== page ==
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Economist Richard Fuller To Pope: Don’t Blame Capitalism For Environmental Woes

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At The Federalist, a round-table discussion brought up several issues regarding the encyclical, Laudato Si’. A quick reading of the discussion sees several themes emerge: the pope shouldn’t be writing about science, this encyclical comes down too heavily against free markets, and that modernity has much to offer in the way of solving humanity’s many problems.

Now, if free markets and capitalism are really to blame for pollution, it would stand to reason that those would be the countries with the worst ecological problems. That is not the case.

On the contrary, the management of the environment in communist countries has been and continues to be much worse than in capitalist ones. For example, Richard Fuller, president of the environmental non-profit Blacksmith Institute once identified the former Soviet Union as having “by far and away the worst problems…” when it comes to environmental protection and land use.

The magnitude of communism’s damage to the natural environment is perhaps best appreciated by looking at the giant desert that has replaced the onetime Aral Sea, between modern day Kazakhstan and Uzbekistan. In the mid-20th century, the Aral Sea was the fourth largest lake in the world, after the Caspian Sea, and Lakes Superior and Victoria. It was larger than West Virginia. It provided one sixth of the fish consumed in the USSR, and the lands around it produced melons, clover and barley and antelopes roamed the area.

Now there is nothing but a desert and two very small lakes. The sand deposited on the bed of the formerly enormous sea is blown by the wind, contaminating large areas. The wind also contains pesticides and insecticides deposited in the lake and now exposed in its naked bed. This has made the land around the old lake infertile, and all because the Soviet government decided to develop a cotton industry in the area, diverting two rivers to irrigate the new fields.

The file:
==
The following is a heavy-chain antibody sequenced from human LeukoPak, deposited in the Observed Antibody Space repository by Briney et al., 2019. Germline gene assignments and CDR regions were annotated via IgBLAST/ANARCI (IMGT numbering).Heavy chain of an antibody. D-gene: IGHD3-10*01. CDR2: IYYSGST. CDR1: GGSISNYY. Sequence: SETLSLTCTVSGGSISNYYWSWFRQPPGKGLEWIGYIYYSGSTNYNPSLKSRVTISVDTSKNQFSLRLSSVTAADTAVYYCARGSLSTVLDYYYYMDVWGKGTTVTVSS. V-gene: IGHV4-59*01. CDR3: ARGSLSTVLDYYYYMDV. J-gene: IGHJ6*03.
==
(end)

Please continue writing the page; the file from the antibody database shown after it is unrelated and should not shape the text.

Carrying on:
This is not an isolated case. China’s air pollution problems are well-known. Many participants in the 2014 Beijing Marathon ran with masks on due to the poor air quality. We also know that poor countries have severe ecological issues because they cannot afford good water and sewage systems, yet it is well-funded programs such as the one at Caltech that are working to create better and more sustainable sewage and water solutions.

Yet this Quartz article doesn’t quite get it either:

To blame our current environmental catastrophe on a single ideology or abstract entity is to ignore mankind’s own day-to-day responsibilities. No environmental destruction is the result of some unstoppable system. The culprits behind environmental destruction are all of us.

For them, the pope is definitely wrong to blame free markets. No; he should be blaming US! We are the reason we can’t have nice things! We destroy and trample and deplete. At least, that is the narrative we are given.

Rudy Carrasco, of Partners Worldwide, told PovertyCure:

Every single person on the face of the planet is created in God’s image. Everybody has the same heavenly Father. Everybody has capacity, talent, and ability. Everybody has responsibility. Everybody has stewardship responsibility. I don’t care what dirt hovel you’re living in, in Brazil or Mexico City or Manila. You have a responsibility to be a steward of the resources under your control because you have a heavenly Father who has put great things inside of you and that’s waiting to be called out and developed and extracted.

Free markets are not to blame for pollution and dangerous drinking water, and the human race is not the cause of environmental catastrophe. Can we be better stewards? Of course. But let us remember that it is our talents, gifts, and ingenuity that will solve many of these issues, just as we have always done.

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Elise Hilton Communications Specialist at Acton Institute. M.A. in World Religions.

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